[in-tol-er-uh nt] /ɪnˈtɒl ər ənt/

not tolerating or respecting beliefs, opinions, usages, manners, etc., different from one’s own, as in political or religious matters; bigoted.
unable or unwilling to tolerate or endure (usually followed by of):
intolerant of very hot weather.
unable to fully digest or absorb a specified food or drug (used postpositively or in combination):
lactose intolerant; aspirin-intolerant.
an intolerant person; bigot.
lacking respect for practices and beliefs other than one’s own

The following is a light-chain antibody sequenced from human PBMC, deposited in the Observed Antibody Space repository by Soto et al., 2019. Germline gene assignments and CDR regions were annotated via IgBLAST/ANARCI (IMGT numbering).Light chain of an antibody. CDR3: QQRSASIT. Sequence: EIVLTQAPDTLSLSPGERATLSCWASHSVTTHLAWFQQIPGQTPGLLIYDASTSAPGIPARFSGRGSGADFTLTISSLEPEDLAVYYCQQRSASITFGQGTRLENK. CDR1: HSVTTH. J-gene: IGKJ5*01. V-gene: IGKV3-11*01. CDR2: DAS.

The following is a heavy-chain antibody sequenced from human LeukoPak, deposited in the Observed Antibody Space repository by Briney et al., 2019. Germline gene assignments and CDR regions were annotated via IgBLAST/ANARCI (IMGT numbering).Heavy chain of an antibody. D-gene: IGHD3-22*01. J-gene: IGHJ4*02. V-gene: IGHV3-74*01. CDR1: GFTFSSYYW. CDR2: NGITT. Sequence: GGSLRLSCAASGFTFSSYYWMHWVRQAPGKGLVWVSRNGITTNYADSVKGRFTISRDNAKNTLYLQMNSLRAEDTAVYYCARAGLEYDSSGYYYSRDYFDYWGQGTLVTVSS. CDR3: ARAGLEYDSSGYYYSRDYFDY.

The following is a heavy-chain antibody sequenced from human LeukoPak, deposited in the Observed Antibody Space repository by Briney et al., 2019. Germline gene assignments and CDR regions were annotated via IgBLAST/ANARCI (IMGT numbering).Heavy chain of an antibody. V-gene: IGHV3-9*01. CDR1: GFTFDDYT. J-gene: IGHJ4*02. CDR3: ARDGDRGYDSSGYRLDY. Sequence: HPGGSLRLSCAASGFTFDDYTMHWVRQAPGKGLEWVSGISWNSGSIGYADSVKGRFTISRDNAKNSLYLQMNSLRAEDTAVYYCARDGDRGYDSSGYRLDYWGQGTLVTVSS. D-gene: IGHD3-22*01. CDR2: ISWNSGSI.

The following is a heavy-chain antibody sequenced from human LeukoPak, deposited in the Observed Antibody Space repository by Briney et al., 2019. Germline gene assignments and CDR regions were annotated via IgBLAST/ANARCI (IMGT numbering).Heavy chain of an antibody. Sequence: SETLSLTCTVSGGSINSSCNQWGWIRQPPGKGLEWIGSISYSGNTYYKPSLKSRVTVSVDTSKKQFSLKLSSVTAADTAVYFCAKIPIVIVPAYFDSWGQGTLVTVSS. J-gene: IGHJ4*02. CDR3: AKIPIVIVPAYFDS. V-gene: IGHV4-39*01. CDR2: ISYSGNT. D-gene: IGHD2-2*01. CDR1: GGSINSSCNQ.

(postpositive) foll by of. not able or willing to tolerate or endure: intolerant of noise

1735, from Latin intolerantem (nominative intolerans) “not enduring, impatient, intolerant; intolerable,” from in- “not” (see in- (1)) + tolerans, present participle of tolerare “to bear, endure” (see toleration). Of plants, from 1898. The noun meaning “intolerant person or persons” is from 1765.


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